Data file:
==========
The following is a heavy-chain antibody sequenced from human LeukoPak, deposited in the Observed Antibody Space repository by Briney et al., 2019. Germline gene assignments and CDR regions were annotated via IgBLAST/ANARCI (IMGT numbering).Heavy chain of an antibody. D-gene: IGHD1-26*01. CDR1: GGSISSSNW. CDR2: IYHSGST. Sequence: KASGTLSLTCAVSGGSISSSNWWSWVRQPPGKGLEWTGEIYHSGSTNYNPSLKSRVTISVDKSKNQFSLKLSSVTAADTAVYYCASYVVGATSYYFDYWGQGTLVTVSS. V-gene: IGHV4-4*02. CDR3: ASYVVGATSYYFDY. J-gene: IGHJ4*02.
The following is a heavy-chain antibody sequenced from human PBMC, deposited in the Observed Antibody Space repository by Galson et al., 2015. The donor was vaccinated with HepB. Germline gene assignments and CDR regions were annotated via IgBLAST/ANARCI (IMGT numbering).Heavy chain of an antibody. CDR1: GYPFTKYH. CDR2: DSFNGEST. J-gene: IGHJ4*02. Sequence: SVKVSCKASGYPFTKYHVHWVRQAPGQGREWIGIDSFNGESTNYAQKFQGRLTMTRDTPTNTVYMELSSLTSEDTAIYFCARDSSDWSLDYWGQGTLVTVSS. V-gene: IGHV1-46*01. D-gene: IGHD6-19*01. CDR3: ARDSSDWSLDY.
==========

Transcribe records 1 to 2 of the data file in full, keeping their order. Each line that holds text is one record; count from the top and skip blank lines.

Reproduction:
The following is a heavy-chain antibody sequenced from human LeukoPak, deposited in the Observed Antibody Space repository by Briney et al., 2019. Germline gene assignments and CDR regions were annotated via IgBLAST/ANARCI (IMGT numbering).Heavy chain of an antibody. D-gene: IGHD1-26*01. CDR1: GGSISSSNW. CDR2: IYHSGST. Sequence: KASGTLSLTCAVSGGSISSSNWWSWVRQPPGKGLEWTGEIYHSGSTNYNPSLKSRVTISVDKSKNQFSLKLSSVTAADTAVYYCASYVVGATSYYFDYWGQGTLVTVSS. V-gene: IGHV4-4*02. CDR3: ASYVVGATSYYFDY. J-gene: IGHJ4*02.
The following is a heavy-chain antibody sequenced from human PBMC, deposited in the Observed Antibody Space repository by Galson et al., 2015. The donor was vaccinated with HepB. Germline gene assignments and CDR regions were annotated via IgBLAST/ANARCI (IMGT numbering).Heavy chain of an antibody. CDR1: GYPFTKYH. CDR2: DSFNGEST. J-gene: IGHJ4*02. Sequence: SVKVSCKASGYPFTKYHVHWVRQAPGQGREWIGIDSFNGESTNYAQKFQGRLTMTRDTPTNTVYMELSSLTSEDTAIYFCARDSSDWSLDYWGQGTLVTVSS. V-gene: IGHV1-46*01. D-gene: IGHD6-19*01. CDR3: ARDSSDWSLDY.